This is another article in our series explaining how we built a Dynamic Page Layout system in SharePoint 2013. For an introduction please read here. In this post I'm going to cover how we persist the page level configuration for our Dynamic Page Template. i.e. how each row in our Dynamic Page is configured, and ordered.
To recap, each row is configurable to use a specific template (i.e. Full Width, 2 columns, 3 columns etc.). In addition to the template used, we also need to store where on the page the row should go (a positional index), if it should have a background colour, top/bottom margin and top/bottom padding and any other required Row-level configuration options. So we needed a place and method to store this configuration as part of every dynamic page.
Our plan was to use a JSON object for the data and then store it somewhere within each page, as part of that page. We could then enable an editor interface, within the page, that would allow content editors to add, edit and delete rows as needed. Thus when they save the page, they will save the configuration data along with it. We would then be able to read this configuration out on page load, loop over it, and render the required Templates (which are essentially User Controls) and then run some code over each row template to initialise the child Web Part Zones with unique IDs (a problem covered in a later post).
That was the concept, how could we do it.
Where and How to Store the JSON Configuration
Firstly, how could we store the JSON object within the page. My first thought was that we could leverage the Property Bag for the page. If you aren't aware of the Property Bag it is a SharePoint concept where almost every type of object (container) in SharePoint (Farm, Web App, Site collection, Site, List, Item etc.) has an associated "Property Bag" which is a Key/Value pair storage area. It is normally ideal for configuration data, however I had a better idea for this scenario.
Given that we are working with Publishing Pages, we have access to "Fields" within each page. For the project we were working on we had access to a "Base Page" Content Type from which every Publishing Page type inherited. So I added a new field called DynamicPageConfiguration to the Base Page Content Type. This was a multiline text field of type "Note", configured to use 20 rows. As the field was always likely to exceed 255 characters we also had to set the property "UnlimitedLengthInDocumentLibrary" to "TRUE".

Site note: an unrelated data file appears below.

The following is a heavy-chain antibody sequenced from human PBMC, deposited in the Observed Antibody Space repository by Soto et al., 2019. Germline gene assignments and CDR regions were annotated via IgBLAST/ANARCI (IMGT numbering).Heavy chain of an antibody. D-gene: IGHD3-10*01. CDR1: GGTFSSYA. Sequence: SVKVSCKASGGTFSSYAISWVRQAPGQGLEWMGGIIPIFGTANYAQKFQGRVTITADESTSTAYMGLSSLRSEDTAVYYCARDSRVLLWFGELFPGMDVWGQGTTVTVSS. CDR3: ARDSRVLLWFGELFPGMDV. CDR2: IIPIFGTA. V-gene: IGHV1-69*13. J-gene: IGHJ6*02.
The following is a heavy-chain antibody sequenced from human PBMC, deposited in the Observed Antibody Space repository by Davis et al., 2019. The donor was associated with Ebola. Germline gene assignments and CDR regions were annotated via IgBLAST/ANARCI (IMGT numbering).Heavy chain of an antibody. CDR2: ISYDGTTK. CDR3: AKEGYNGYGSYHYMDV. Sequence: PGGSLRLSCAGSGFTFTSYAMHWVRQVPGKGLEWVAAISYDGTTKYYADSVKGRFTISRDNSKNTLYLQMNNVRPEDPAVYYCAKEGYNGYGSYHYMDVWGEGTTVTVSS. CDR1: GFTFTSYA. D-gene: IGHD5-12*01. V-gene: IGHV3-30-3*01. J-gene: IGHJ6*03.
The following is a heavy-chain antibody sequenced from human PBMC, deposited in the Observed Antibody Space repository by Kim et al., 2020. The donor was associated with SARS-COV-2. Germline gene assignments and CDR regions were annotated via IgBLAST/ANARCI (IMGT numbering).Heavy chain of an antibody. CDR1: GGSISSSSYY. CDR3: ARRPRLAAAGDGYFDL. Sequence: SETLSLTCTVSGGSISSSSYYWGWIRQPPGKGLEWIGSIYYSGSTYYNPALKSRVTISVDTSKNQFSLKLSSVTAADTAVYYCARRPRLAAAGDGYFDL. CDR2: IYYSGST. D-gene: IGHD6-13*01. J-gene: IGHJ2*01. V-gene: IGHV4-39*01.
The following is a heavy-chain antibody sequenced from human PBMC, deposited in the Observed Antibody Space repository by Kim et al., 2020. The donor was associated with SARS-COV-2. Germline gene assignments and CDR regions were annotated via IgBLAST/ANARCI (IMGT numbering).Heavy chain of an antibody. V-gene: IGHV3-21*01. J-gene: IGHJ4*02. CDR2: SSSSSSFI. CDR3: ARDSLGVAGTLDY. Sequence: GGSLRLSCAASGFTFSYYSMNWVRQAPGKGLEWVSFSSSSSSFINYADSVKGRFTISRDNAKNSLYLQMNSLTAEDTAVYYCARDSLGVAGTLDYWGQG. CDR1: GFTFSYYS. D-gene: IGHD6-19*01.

So we now had a field available to us on every page in which we could store text (JSON) data. I added this field to the Dynamic Page Template and it showed up on the page as an editable textbox field. You can see in the following code how we wrapp it in an EditModePanel so that it only rendered in the page while in "Edit" mode (funny that). We also set it to be hidden using CSS so that it wasn't actually visible on the page. We didn't want Content Managers to edit the field directly, we would build an interface that then read and wrote to this field in the background.
To help understand the configuration data being stored on each page, here is an example of the JSON stored in this field, as viewed using the ever useful online JSON Viewer tool:
Hopefully the concepts are coming together for you now, and perhaps even making sense (?). Later in this series you will see how we added a control on the Dynamic Page template that iterates over the JSON configuration data above and loads the associated User Controls to render the required columns. Content Managers then interact with this page in edit mode, adding and editing rows of Web Part Zones, and then adding Web Parts into those zones. Here's a sneak preview of how that looks. In the screen grab below I've just clicked to edit an existing Row (using the Cog icon in the top-right of each row). You can also see the option to "Add new dynamic row" along the bottom, which initiates the same form.
We cover how the above form works in the next post - Dynamic Page Layouts in SharePoint 2013 - Part 3
About the author
Head of Development
Your business might need more than just Microsoft packages, and this is where James’s expertise and experience comes to the fore. He is responsible for the custom development of online solutions that increase your productivity, efficiency and collaboration between staff. This includes the development of bespoke software as well as tailoring Microsoft’s suite of products so that your needs are met.